With summer comes more movies for out of school, and bored out of their minds, children. There promise to be at least three good ones this summer (the third is the final chapter of Ice Age, which comes later this month). The first two have opened to good reviews, and in some cases rave reviews. Finding Dory (Disney/Pixar) came out mid-June and is the sequel to Finding Nemo— a very hard act to follow to say the least. Actually the movie should have been entitled ‘finding Dory’s parents’ since the story is told from Dory’s point of view, a fish with ‘remembery problems’. This movie comes accompanied with another excellent Pixar short— Pipers, about sandpipers, and in particular a baby one. As children’s movies go, Finding Dory is a bit long (100 minutes running time) and doesn’t have the same zing and pizazz as the original film, and unexpectedly it is something of a tear-jerker in parts. Dory keeps not finding her parents even after long journeys, and of course for me, a story about parents who lose their daughter is a little too close to the bone anyway. I cried in parts of this movie. Ellen Degeneres deserves full marks for an excellent voicing of Dory, and interestingly there is an overlap of voicing in these two films, as Albert Brooks is in both of them.
As you would expect, the animation is stellar in this film, but there are places where the story drags and seems too long. You keep going and going, of course the climax of the movie has to be some sort of resolution of the search for the parents, but actually, it doesn’t come soon enough. There is some humor, and some fun actions, but more than anything this film has pathos, something you don’t see a lot in children’s movies. By this I mean that there are two difficulties Dory faces, her own attention deficit or memory disorder, and the loss of her parents. Both of which lead to self-doubt and discouragement. The writers did a good job of portraying the difficulties of life for those who have memory issues, short term or otherwise. Dory cuts a sympathetic picture, and also a picture of an overcomer too. So there are some good messages in this film, though I suspect they would go right over the heads of very young children.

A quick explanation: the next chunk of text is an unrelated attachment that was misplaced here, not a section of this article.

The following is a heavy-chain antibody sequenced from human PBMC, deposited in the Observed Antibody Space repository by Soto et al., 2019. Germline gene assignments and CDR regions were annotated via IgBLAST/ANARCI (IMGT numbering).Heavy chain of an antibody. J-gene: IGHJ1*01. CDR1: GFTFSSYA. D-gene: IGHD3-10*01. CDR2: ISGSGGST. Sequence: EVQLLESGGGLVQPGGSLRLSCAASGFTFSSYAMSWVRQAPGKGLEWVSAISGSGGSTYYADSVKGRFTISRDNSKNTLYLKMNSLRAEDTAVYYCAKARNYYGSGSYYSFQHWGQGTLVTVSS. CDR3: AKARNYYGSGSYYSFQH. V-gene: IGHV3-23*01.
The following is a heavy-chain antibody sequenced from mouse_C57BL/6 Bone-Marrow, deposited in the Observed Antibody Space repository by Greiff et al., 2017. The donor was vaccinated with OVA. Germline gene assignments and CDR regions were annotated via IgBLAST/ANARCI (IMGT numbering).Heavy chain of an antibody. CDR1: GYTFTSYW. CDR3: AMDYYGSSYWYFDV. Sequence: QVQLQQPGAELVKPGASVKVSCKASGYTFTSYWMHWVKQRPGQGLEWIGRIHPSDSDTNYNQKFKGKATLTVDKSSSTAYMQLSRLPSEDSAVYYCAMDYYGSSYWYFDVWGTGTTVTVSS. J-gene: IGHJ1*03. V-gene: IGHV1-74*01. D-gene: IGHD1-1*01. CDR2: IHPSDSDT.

As for The Secret Life of Pets (90 minutes) brought to us by the Minion/Illumination people (complete with a minion short subject which has a hilarious lawn mowing scene), it is much more fun and funny. Kevin Hart steals the show playing a crazed bunny on a mission to get revenge against humans who have neglected, abandoned, or abused pets. The movie is ‘littered’ with funny cats and dogs and birds (Albert Brooks plays the hawk in this one) who keep one continually entertained even when the plot wanders around a bit. The premise of the movie is of course ‘what pets do when their owners are away at work or elsewhere’, and some of those scenes are hilarious. But the film also turns into a buddy movie of sort when Max and Duke bond, along the way, and there is even a doggy romance of interest. If you are looking for fun and funny summer fare, this is a film the whole family can enjoy and laugh at, which includes enough adult jokes (and classic rock numbers) to keep the parents interested.